The Tale Of The Twelve Apple Pies
Reldo writes: Morality tales such as this have traditionally been the province of parents attempting to teach their children a lesson through story. What is the moral of this story? Well, I leave that for you to determine for yourself...
The Tale Of The Twelve Apple Pies By Merrorinc[edit | edit source]
Today was to be a very merry day for Varrock. Although it was midsummer; the sun's rays warmed the people as they sat gossiping and laughing on the fresh green grass; this was the not the main reason for their merrymaking. No, their joy was spread from an annual pie-baking contest which was to be held near the Cook's Guild. This was always a good source of entertainment for the citizens.
They would laugh and jest at the poor men who's pies had not turned out quite so right, and then cheer and let out loud whoops for those who won, and whom were celebrated with many a spilt beer at the Blue Moon Inn. For young Jeremy, this was perhaps his most look-forwarded-to day of the whole seasons (perhaps excluding Christmas). Jeremy was bright and quick, but he often failed at School, and other children often picked on him for being so small. When he thought about it, the only thing he could do well was cook. His mother was a cook, and so was her father, and infact perhaps the skill carries on for far a generation. "It's in your blood, you know," his mother would often say, smiling at another one of Jeremy's creations. "But perhaps you would spend more time with your studies, than at the stove. I have had to see the teacher two times this week! For fighting, of all things."
But today nothing could pierce Jeremy's happy mood. He had cooked twelve applepies yesterday, each one better than the last, until he had come to a pie which surpassed all his other creations. "I will take this pie to the contest tomorrow morning," he thought. (For he planned to enter the child's section, where pies could be cooked before the contest. Jeremy thought this to be a slight unfair, as he knew that many of the school children would receive a large amount of help from their elders, but he brushed this thought from his mind and hummed a tune instead.) He stopped, and said, "But what should I do with these eleven other pies? They are all cooked now, and it would be a shame for them to go to waste." Jeremy thought hard. "I suppose I shall have to take these pies to the contest too, and maybe share them out as gifts. I care not what happens to them, as long as I still have my perfect applepie to enter tomorrow!" And so he stored all the pies in the cupboard beneath the sink and decided to sleep.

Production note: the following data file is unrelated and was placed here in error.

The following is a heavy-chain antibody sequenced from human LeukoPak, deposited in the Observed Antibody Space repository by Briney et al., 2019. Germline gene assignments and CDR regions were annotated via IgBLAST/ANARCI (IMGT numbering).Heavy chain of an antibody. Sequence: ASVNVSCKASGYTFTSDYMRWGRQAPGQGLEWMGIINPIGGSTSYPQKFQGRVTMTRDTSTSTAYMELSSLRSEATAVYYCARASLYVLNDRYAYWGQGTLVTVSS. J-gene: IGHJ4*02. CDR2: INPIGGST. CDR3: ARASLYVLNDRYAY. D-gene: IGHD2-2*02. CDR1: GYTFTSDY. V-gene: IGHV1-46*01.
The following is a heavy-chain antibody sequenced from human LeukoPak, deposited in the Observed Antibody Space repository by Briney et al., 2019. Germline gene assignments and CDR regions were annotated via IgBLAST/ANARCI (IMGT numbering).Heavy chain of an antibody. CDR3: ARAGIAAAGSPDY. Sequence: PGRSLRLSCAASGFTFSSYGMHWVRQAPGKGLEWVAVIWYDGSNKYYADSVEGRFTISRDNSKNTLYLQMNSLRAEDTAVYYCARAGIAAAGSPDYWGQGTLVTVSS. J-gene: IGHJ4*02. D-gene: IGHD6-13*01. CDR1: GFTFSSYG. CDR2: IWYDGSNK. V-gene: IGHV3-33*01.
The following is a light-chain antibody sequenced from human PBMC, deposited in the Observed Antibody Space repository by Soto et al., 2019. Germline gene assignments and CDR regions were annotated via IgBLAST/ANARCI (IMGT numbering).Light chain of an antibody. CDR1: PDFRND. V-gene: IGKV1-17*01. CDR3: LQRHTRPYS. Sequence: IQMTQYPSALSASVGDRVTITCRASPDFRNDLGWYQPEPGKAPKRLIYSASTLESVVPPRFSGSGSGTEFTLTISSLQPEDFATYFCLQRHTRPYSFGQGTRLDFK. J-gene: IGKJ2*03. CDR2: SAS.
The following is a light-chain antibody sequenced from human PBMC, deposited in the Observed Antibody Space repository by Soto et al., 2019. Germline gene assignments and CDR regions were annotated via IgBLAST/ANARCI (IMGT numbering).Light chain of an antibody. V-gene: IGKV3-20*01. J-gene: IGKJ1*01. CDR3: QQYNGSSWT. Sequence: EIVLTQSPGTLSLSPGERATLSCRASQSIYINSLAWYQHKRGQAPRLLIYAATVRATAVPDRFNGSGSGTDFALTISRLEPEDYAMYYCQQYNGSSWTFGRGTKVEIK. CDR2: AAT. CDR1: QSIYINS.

Night passed, and Tomorrow Morning came. Jeremy woke early, for he planned to arrive at the contest early to dispatch of the other eleven pies. He opened his bedroom window and saw a reddy yellow sun rising slowly above the Ocean. It felt quite cold outside, as it was still early morning, so Jeremy decided to dress with his favourite cloak and a few more layers than needed for warmth. Before he left the house he took all his pies out of the cupboard, careful to stake his favourite one top. "I shall look quite silly with twelve pies," said Jeremy to no one to particular. His mother would already be at the Cook's guild by now, as she was one of the people helping to set everything up. "Nevermind, I suppose not too many people will be about this early in the morning. Oh well, off I go I suppose!" He opened the front door, and with twelve pies stacked high in one arm he struggled to lock it again. But soon he was strolling down his garden path and out onto Varrock.
Jeremy thought it felt quite nice walking the streets alone that were so normally crowded with jostling merchants and visitors. A fine mist was settling slowly onto the grass, and the trees and grass were covered in a sweet smelling dew. A few birds were beginning to awaken from their light slumbers and sing happy dawn tunes. Jeremy wrapped his red and gold scarf higher up across his face, so not as to feel the chilly air. The pies were beginning to get slightly squashed, sitting ontop one another; but all the time Jeremy made sure his favourite pie was on top, and whenever he looked at it he would grin under his scarf, for he knew he was sure to win.
It is unfortunate that this is as far as a happy tale goes; for further on in the road Jeremy saw three figures leaning on a picket fence. Their clothes were tatty and worn; each of their long arms ended in a hand that held an empty beer mug; two of them had nose piercings and one also had both his ears and eyebrows pierced with short gold rings. Jeremy recognised them immediately.